My marathon training cycles/outcomes look a little like this:
1. Work, work, work.
2. Consistency, consistency, consistency.
3. Small breakthrough.
4. Repeat steps 1 & 2.
5. Disappointment, feeling of failure.
6. Repeat 1 & 2 but work harder and also do more little things (strength training, yoga, daily foam rolling/exercises, regular bodywork).
8. Small breakthrough ( I did have one big breakthrough when I went from 3:08 down to 2:59).
9. Repeat 1-7.
10. Disappointment, feeling of failure, learn from each race.
11. Repeat 1-10.
12. Add mental training, more attainable goals (at least mentally), enjoy the journey, run my own race.
13. Small breakthrough, etc, etc.
The Phoenix Marathon…small breakthrough; and I am pretty darn happy with my 2:56:48, a fifty second PR!!! This is kinda how it all went down:
My training was a bit different in the fact that I did most of it solo. This is good and bad because it makes me completely comfortable running by myself but I know that I do not push myself quite as hard during track workouts and tempo runs. My friends, Kara and Kerry joined me on some early morning runs and long runs and Pete joined me for quite a few long days as well. The two races I ran in January and early February indicated that I was fit and ready!
This time around, I also decided that it is best for me to chip away at my time minute or two by minute, rather than huge 5-7 minute jumps. I felt a sense of relief, increased confidence, and zero pressure. The calmness carried through taper week and all the way up to the starting line. Sure I experienced butterflies but I was ready to celebrate my weeks of training!
There is also something to be said for sleeping in your own bed, avoiding travel, eating your own food, that comes with a home-field race. But it was an early wake-up call to catch the bus for the 6:30 start. The weather was looking perfect, a tad cool, but sunny and calm. Pete dropped me off without incident and I spent the bus ride in my zone.
They allowed us to stay inside the bus as long as we wanted. I sat there until about 5:50am, then stepped out into the cold. The lines for the bathroom where horrendous but I found a shorter line. Literally had 7 minutes until the start once I quickly relieved myself, so I trotted to the gear check, then trotted to the starting line. Going into the race, I thought I had a chance at placing in the top 3-5, but when I lined up, it appeared some pros had shown up with the same idea. I threw that goal out the window as the fireworks went off and people took off as if we were racing a 5k! Yikes!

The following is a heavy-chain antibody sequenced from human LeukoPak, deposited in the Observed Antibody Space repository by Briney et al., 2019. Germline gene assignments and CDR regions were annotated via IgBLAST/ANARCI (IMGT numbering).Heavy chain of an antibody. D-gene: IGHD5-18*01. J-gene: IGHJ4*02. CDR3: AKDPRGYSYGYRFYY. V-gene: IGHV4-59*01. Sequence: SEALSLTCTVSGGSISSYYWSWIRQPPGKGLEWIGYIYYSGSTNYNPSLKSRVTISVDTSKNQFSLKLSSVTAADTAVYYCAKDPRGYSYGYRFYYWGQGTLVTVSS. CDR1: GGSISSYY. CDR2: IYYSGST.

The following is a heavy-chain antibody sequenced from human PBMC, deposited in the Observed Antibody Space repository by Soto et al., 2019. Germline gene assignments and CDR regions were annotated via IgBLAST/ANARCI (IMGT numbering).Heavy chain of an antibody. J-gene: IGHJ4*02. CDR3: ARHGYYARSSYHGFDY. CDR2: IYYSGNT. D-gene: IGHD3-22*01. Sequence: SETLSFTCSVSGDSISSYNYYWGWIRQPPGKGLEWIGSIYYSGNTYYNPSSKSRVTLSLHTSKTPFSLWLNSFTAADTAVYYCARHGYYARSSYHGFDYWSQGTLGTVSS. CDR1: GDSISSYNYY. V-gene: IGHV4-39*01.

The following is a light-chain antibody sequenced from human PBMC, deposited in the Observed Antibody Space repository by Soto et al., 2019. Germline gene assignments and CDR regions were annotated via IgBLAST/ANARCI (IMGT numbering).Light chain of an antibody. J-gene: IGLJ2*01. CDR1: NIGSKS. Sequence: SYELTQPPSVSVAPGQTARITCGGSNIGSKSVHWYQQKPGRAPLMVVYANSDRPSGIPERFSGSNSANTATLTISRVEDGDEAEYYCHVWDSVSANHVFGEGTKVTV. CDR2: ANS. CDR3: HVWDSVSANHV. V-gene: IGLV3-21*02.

I let them go and stuck to my plan of running 6:40s. I knew the course started downhill and fast and the marathon is a looooong race so I wanted to run my own race and not get caught up in the excitement, plus I knew I would eventually pass a few that blew up later. We started just before sunrise and it was beautiful as the sky started to light up. I saw a few people I know and then just settled in. The first 2 miles ticked off at exactly 6:40! And it felt like a nice training run. There is a fairly long climb from around 4.5-6 so my splits were up and down accordingly. I chose not to check the course out prior to the race, I just like to see it during the actual race.
The miles continued to pass by and also continued to feel almost easy! I maintained control of the pace and put it on cruise control. Today was a PR day. Pete saw me at miles 8 and 11 and shouted that I was spot on, I smiled and got a little boost each time I saw him. Other friends were also spectating and cheering and giving me words of advice/encouragement. With most races, I stay in my zone, and couldn’t really tell you that much about the course or what was going on around me. However, I did happen upon a running buddy from the beginning. The halfway point clocked in at 1:27:xx (officially 1:27:18) and I could hardly believe it. This guy and I never exchanged a word but we were certainly helping each other. I saw Pete again at mile 15 and for the last time at 20.5.
I went through 20 still on pace, my plan was to then just a bit faster and negative split. Well…always easier said than done. My running buddy hit the wall and fell back, and then I came upon the tail-end of the half-marathoners who were walking and not exactly making it easy to pass so there was more zigzagging than necessary. I was thrown off a little and also thought I was running faster than actuality. Ultimately I slowed down miles 21-24, I passed a few marathoners (2 of them women) but it was difficult to tell at his point. Then I saw my friend Kerry. I am calling her my angel because she jumped in and ran with me. Immediately I sped up and she talked me through the little rough patch and took me to about a half mile or less to go. THANK YOU KERRY!
I had a big fan club the final tenth and literally felt like rock star. My pace increased a tad more and I could finally see the clock and hear Pete screaming. Emotions flooded me as they always do. 2:56:48 baby!
I wanted to vomit just a little and the volunteer walked with me until that passed. But other than that, I felt great! Post race included probably the best short massage I have ever had, seriously, getting some fluids (yay for NUUN (I had Pete bring me a bottle), and talking to about 30 of my friends who pretty much all PR’d. As I was waiting for my gear bag, lo and behold, my running buddy showed up and we exchanged names and chatted for a bit. He knew my name because it was being yelled every few miles of the course 🙂
What a great day, what a great community, what a great sport!
So sure I wish I had pushed just a little harder and held on to my pace, but now I know exactly what to work on for the next cycle.
After a little downtime and recovery, it will be back to work, work, work and doing all the little things and hopefully another small breakthrough! But mostly enjoying every step I take!
THANK YOU to all who make this possible!!!